Video

    Video At National Zoo, Captivating Animal Sculptures Illustrate Tragedy of Ocean Pollution

    The National Zoo in Washington, D.C., is home to about 1,800 animals, representing 300 species. But throughout the summer, visitors can also see other kinds of creatures there. They are larger-than-life animal sculptures that speak volumes about a global issue — the massive plastic pollution in our oceans. VOA's June Soh takes us to the zoo's special exhibit, called Washed Ashore: Art to Save the Sea.
    Video

    Video Baghdad Bikers Defy War with a Roar

    Baghdad is a city of contradictions. War is a constant. Explosions and kidnappings are part of daily life. But the Iraqi capital remains a thriving city, even if a little beat up. VOA's Sharon Behn reports on how some in Baghdad are defying the stereotype of a nation at war by pursuing a lifestyle known for its iconic symbols of rebellion: motorbikes, leather jackets and roaring engines.
    Video

    Video Melting Pot of Immigrants Working to Restore US Capitol Dome

    The American Iron Works company is one of the firms working to renovate the iconic U.S. Capitol Dome. The company employs immigrants of many different cultural and national backgrounds. VOA’s Arman Tarjimanyan has more.
    Video

    Video Testing Bamboo as Building Material

    For thousands of years various species of bamboo - one of the world's most versatile plants - have been used for diverse purposes ranging from food and medicine to textiles and construction. But its use on a large scale is hampered because it's not manufactured to specific standards but grown in the ground. A University of Pittsburgh professor is on track to changing that. VOA’s George Putic reports.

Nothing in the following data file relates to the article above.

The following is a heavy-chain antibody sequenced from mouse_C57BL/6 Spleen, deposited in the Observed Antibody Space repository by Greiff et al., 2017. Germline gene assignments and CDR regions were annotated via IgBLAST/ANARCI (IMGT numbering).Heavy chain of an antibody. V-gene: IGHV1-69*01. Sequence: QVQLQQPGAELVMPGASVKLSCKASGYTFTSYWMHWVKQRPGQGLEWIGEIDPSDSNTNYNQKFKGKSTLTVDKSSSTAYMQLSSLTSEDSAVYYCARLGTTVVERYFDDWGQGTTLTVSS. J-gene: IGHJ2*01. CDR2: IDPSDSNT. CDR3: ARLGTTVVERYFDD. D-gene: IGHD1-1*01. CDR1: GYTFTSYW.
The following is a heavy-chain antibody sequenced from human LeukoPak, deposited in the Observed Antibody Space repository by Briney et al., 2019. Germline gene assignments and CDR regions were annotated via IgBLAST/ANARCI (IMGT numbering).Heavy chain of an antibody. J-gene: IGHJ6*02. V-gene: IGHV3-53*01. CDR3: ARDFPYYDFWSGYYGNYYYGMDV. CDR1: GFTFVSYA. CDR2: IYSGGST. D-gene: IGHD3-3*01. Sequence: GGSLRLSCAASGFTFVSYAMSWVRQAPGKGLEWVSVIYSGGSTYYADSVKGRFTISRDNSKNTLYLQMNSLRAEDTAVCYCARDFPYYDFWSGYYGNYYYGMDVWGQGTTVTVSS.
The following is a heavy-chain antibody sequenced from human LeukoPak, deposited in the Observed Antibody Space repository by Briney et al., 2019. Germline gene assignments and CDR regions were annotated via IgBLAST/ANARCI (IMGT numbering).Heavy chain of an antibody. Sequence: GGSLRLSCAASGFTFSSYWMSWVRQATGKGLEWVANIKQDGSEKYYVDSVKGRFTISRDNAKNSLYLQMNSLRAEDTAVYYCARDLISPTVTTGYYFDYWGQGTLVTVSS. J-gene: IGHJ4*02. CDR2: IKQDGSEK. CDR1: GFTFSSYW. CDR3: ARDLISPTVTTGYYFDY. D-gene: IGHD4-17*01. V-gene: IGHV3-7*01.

Video

    Video Orphanage in Iraqi City Houses Kids Who Lost their Parents to Attacks by IS

    An orphanage in Iraqi Kurdistan has become home to scores of Yazidi children who lost their parents after Islamic State militants took over Sinjar in Iraq’s Nineveh Province in 2014. Iraqi Kurdish forces backed by the U.S. airstrikes have since recaptured Sinjar but the need for the care provided by the orphanage continues. VOA’s Kawa Omar filed this report narrated by Rob Raffaele.
    Video

    Video Re-Opening Old Wounds in a Bullet-Riddled Cultural Landmark

    A cultural landmark before Lebanon’s civil war transformed it into a nest of snipers, Beirut’s ‘Yellow House’ is once again set to play a crucial role in the city.  Built in a neo-Ottoman style in the 1920s, in September it is set to be re-opened as a ‘memory museum’ - its bullet-riddled walls and bunkered positions overlooking the city’s notorious ‘Green Line’ maintained for posterity. John Owens reports from Beirut.
    Video

    Video Brexit Resounds in US Presidential Contest

    Britain’s decision to leave the European Union is resounding in America’s presidential race. As VOA’s Michael Bowman reports, Republican presumptive nominee Donald Trump sees Britain’s move as an affirmation of his campaign’s core messages, while Democrat Hillary Clinton sees the episode as further evidence that Trump is unfit to be president.
    Video

    Video NASA Juno Spacecraft, Nearing Jupiter, to Shed Light on Gas Giant

    After a five-year journey, the spacecraft Juno is nearing its destination, the giant planet Jupiter, where it will enter orbit and start sending data back July 4th. As Mike O'Sullivan reports from Pasadena, California, the craft will pierce the veil of Jupiter's dense cloud cover to reveal its mysteries.
    Video

    Video Orlando Shooting Changes Debate on Gun Control

    It’s been nearly two weeks since the largest mass shooting ever in the United States. Despite public calls for tighter gun control laws, Congress is at an impasse. Democratic lawmakers resorted to a 1960s civil rights tactic to portray their frustration. VOA’s Carolyn Presutti explains how the Orlando, Florida shooting is changing the debate.

    Special Report

    Adrift The Invisible African Diaspora